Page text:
What zones do dogwood trees grow in?

Answered by Jason Smith

Dogwood trees (Cornus spp.) are beautiful ornamental trees known for their showy flowers and attractive foliage. These trees are native to North America and can be found in a wide range of climates. The zones in which dogwood trees can grow depend on the specific species and variety, but generally, they can be grown in USDA hardiness zones 5-10.

In USDA zones 5-6, dogwood trees can be positioned in full sun. These zones include regions with colder winters and milder summers. Dogwoods in these zones can tolerate the direct sunlight and still thrive. However, it is important to note that even in these zones, dogwoods can benefit from some shade during the hottest part of the day, especially in areas with intense summer heat.

On the other hand, in USDA zones 7-10, dogwood trees are best positioned in part shade. These zones encompass regions with milder winters and hotter summers. Dogwoods in these zones are more sensitive to excessive heat and direct sunlight. They prefer dappled shade or morning sun with afternoon shade to protect them from the scorching afternoon sun. Planting them under the canopy of larger trees can provide the perfect amount of shade and protection for their delicate foliage.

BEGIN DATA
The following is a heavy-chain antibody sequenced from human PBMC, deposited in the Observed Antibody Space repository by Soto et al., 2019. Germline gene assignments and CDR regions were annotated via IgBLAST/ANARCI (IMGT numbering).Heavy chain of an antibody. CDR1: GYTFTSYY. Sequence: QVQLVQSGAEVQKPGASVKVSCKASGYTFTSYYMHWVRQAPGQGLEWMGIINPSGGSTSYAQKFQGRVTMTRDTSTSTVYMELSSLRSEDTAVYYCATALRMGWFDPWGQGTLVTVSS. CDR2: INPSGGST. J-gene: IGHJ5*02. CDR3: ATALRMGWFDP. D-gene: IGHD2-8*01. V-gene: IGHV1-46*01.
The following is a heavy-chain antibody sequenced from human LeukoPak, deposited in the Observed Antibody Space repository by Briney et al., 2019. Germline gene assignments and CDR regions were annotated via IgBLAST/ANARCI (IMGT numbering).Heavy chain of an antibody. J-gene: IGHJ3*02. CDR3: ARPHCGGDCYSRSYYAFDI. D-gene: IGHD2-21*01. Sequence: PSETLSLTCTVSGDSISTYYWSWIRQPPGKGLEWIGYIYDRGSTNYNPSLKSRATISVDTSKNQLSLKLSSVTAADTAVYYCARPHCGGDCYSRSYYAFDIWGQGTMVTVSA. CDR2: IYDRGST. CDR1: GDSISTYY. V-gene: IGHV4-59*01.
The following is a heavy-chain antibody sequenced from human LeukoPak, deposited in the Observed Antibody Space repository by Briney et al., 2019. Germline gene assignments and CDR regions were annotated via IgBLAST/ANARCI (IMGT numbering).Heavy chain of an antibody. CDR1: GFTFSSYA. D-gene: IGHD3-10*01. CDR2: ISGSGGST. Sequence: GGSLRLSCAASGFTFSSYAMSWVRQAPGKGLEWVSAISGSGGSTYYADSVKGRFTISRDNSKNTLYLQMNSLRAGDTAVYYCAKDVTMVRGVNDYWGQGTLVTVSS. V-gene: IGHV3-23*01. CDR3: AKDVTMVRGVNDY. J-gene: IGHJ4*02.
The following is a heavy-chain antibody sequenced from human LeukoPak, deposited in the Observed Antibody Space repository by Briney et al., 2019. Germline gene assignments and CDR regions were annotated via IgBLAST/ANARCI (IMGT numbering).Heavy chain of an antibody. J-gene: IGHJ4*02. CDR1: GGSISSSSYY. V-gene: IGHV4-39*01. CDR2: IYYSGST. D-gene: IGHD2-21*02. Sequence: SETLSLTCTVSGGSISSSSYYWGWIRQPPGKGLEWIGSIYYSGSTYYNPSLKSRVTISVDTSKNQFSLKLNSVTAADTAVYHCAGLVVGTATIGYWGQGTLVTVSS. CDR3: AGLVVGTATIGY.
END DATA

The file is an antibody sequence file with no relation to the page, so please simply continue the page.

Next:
It’s important to understand that different dogwood species and varieties may have slightly different preferences when it comes to sun exposure. For example, the flowering dogwood (Cornus florida) is a common species that prefers part shade, while the Pacific dogwood (Cornus nuttallii) can tolerate more sun. Additionally, some dogwood varieties, such as the kousa dogwood (Cornus kousa), have been bred to be more tolerant of full sun conditions.

Personal experience: In my own garden, I have a dogwood tree that is thriving in USDA zone 6. It is positioned in a spot that receives full sun for most of the day, but there are some taller trees nearby that provide some afternoon shade. The tree has been growing well, with abundant flowers and healthy foliage. However, during heatwaves in the summer, I do notice that the leaves can become slightly wilted in the afternoon, indicating that the tree would benefit from additional shade during those periods of intense heat.

To summarize, dogwood trees can be grown in a range of USDA hardiness zones, from 5-10. In zones 5-6, full sun is acceptable, but part shade is beneficial in zones 7-10. However, it is important to consider the specific species and variety of dogwood, as well as the local climate, when determining the ideal sun exposure for these beautiful trees.